In addition, these increased cognitive demands fell on both men and women. Paternal and maternal investment were much more equal than in the tropics, where women provided for their families year-round with less male assistance (Kelly, 1995, pp. 268-269; Martin, 1974, pp. 16-18). Indeed, because men were the main food providers beyond the tropical zone, women could care for their families by developing a new range of tasks: food processing (e.g., butchery and carcass transport); shelter building; garment making; leather working; transport of material goods; etc. (Waguespack, 2005). This technological revolution would ultimately lead to what we now call ‘civilization’ (Frost, 2008).
Curiously, Beals, Smith, and Dodd (1984) cite Gould’s 1978 Science article—the one claiming that Morton had unconsciously fudged his data to make brains look bigger among Europeans than among sub-Saharan Africans. Yet these authors declined to mention the inconsistencies between Gould’s findings and their own. Their reference to Gould is studiously neutral: “Critiques of the use of brain size in typology have been offered by Gould.”
There has not been much comment on the Beals, Smith, and Dodd (1984) article. The most substantive one seems to be a blog post by Robert Lindsay (2010) who calls their map a “train wreck” for claims that cranial capacity correlates with IQ:
White racists like to make a big deal about the supposed correlation between head size and intelligence and race. A nice little chart showing the basically dishonest portrayal they attempt based on cherry-picking data is below.
Methinks that Lindsay takes the fine details on that map a bit too seriously. Many of the details are simply creative extrapolation and infilling; otherwise, the map roughly corresponds with world distribution of mean IQ. Furthermore, no one is claiming that cranial capacity is the only determinant of IQ. There are undoubtedly many others: cortical surface area, myelinization of nerve fibers, relative importance of domain-general thinking, etc.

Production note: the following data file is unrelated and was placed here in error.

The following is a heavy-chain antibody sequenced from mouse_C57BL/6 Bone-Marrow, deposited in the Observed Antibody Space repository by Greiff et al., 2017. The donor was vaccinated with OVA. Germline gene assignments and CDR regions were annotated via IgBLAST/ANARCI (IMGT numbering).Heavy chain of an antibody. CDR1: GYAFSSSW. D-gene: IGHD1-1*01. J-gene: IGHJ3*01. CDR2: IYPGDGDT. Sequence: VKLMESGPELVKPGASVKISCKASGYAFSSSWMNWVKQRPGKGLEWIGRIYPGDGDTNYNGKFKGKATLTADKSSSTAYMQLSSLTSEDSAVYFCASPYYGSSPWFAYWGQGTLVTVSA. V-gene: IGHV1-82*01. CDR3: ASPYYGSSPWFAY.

But he does make a good point about the Amerindian data.
As you can see, in the Americas, there is no good evidence whatsoever for head size and IQ. I am not aware that Amerindian IQ varies in the Americas. The average is apparently 87 across the continent. If anyone can show me that it varies by latitude, please do.
Agreed. No one can, for now. But a hypothesis is not false because no one has bothered to test it.
Beals, K.L., C.L. Smith, and S.M. Dodd (1984). Brain size, cranial morphology, climate, and time machines, Current Anthropology, 25, 301–330.
Frost, P. (2008). The path to civilization? Evo and Proud, March 10, 2008.
Henneberg, M. and C. de Miguel. (2004). Hominins are a single lineage: brain and body size variability does not reflect postulated taxonomic diversity of hominins, Journal of Comparative Human Biology, 55, 21–37
Hoffecker, J.F. (2002). Desolate Landscapes. Ice-Age Settlement in Eastern Europe. New Brunswick: Rutgers University Press.
Kelly, R.L. (1955). The Foraging Spectrum. Diversity in Hunter-Gatherer Lifeways. Washington: Smithsonian Institution Press.
Lewis, J.E., D. DeGusta, M.R. Meyer, J.M. Monge, A.E. Mann, R.L. Holloway. (2011). The Mismeasure of Science: Stephen Jay Gould versus Samuel George Morton on Skulls and Bias, PLoS Biology, 9(6) e1001071
Lindsay, R. (2010). The Head Size/IQ/Race Trainwreck, March 11
Martin, M.K. (1974). The Foraging Adaptation — Uniformity or Diversity? Addison?Wesley Module in Anthropology 56.
Waguespack, N.M. (2005). The organization of male and female labor in foraging societies: Implications for early Paleoindian archaeology. American Anthropologist, 107, 666-676.